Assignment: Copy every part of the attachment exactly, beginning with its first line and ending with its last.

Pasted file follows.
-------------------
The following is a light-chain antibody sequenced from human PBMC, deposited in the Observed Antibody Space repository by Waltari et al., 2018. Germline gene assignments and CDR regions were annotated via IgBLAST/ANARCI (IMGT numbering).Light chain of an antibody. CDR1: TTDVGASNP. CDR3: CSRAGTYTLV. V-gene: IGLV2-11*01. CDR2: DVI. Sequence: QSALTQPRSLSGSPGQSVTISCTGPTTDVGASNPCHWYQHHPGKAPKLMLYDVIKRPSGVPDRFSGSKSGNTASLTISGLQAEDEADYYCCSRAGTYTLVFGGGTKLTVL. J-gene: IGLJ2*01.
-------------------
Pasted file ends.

The following is a light-chain antibody sequenced from human PBMC, deposited in the Observed Antibody Space repository by Waltari et al., 2018. Germline gene assignments and CDR regions were annotated via IgBLAST/ANARCI (IMGT numbering).Light chain of an antibody. CDR1: TTDVGASNP. CDR3: CSRAGTYTLV. V-gene: IGLV2-11*01. CDR2: DVI. Sequence: QSALTQPRSLSGSPGQSVTISCTGPTTDVGASNPCHWYQHHPGKAPKLMLYDVIKRPSGVPDRFSGSKSGNTASLTISGLQAEDEADYYCCSRAGTYTLVFGGGTKLTVL. J-gene: IGLJ2*01.